Though each exegete brings their own flavor on exactly what the dots tell us, our sages seemingly all agree on this one item.  The dots -sometimes- indicate that the words or letters marked by them are considered to be of doubtful provenance and may not belong in the text. Ober, asks the heylige Ois in the days before Rosh Hashono, azoy: having grown up in the yeshiva world where the rebbe convinced us -mostly by beating us mercilessly with his stick- that every last word in the heylige Toirah was God-given at Matan Toirah (Sinai), how is it shayich (remotely possible) that some words are not? The Ois remains shocked to learn of biblical pisukim that were thought in ancient times to contain possible scribal errors; say it’s not so please, but is it?  Ober as we just read, a rabbinic legend -our man Ezra- loved by all, and certainly by the RBSO- found a number of questionable words? Oy vey! On the other hand, all seemingly agree that it was Ezra who according to rabbinic tradition, was the canonical Toirah scribe who placed these dots because he wasn’t sure. The bottom line: Ezra inserted them not because he was certain that the words or letters beneath them were spurious—chas v’sholom (heaven forbid). Had that been the case, he wouldn’t have included them; but davka because he wasn’t certain and wanted to make that clear.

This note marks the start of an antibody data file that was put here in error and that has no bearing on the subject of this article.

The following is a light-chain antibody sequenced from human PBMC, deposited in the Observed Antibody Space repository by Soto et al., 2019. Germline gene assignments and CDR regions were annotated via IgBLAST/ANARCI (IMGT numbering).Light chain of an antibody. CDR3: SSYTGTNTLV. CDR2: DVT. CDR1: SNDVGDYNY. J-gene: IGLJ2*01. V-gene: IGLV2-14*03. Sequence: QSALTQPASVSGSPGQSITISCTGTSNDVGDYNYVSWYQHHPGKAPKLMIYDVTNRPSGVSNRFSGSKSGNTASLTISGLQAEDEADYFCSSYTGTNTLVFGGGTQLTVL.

The final bottom lines: According to Ezra, it is not certain whether the words indicated by dots should be included in the Toirah text. Only Elijah, when he arrives, will be able to state whether they are needed. Our sages also tell us azoy: Ezra was worthy of being the vehicle of the Toirah had it not been already given through Moishe. At some point, the heylige Toirah was forgotten, but Ezra restored it. Were it not for its sins, the Yiddin, in the time of Ezra would have witnessed miracles as in the time of Yehoishuah. Ezra was the man!


Finally, As Rosh Hashono and Yom Kippur approach, one could try convincing the RBSO that one is innocent because one did not know that he was committing a sin. One can argue that’s he interprets the dots. Ober the Ois is here to tell you that it won’t work. Let’s get real: you all know just what you did and also avada know that it was wrong. It may have been a secret between you and the person you committed the sin with, but it’s highly unlikely that your defense will win the day. Guilty as charged. The good news: it appears from other teachings that Yom Kippur was designed to specifically wipe away the stains, if you chap, of those secret sins. Boruch Hashem (thank the RBSO!)

A gittin Shabbis-

The Heylige Oisvorfer Ruv

Yitz Grossman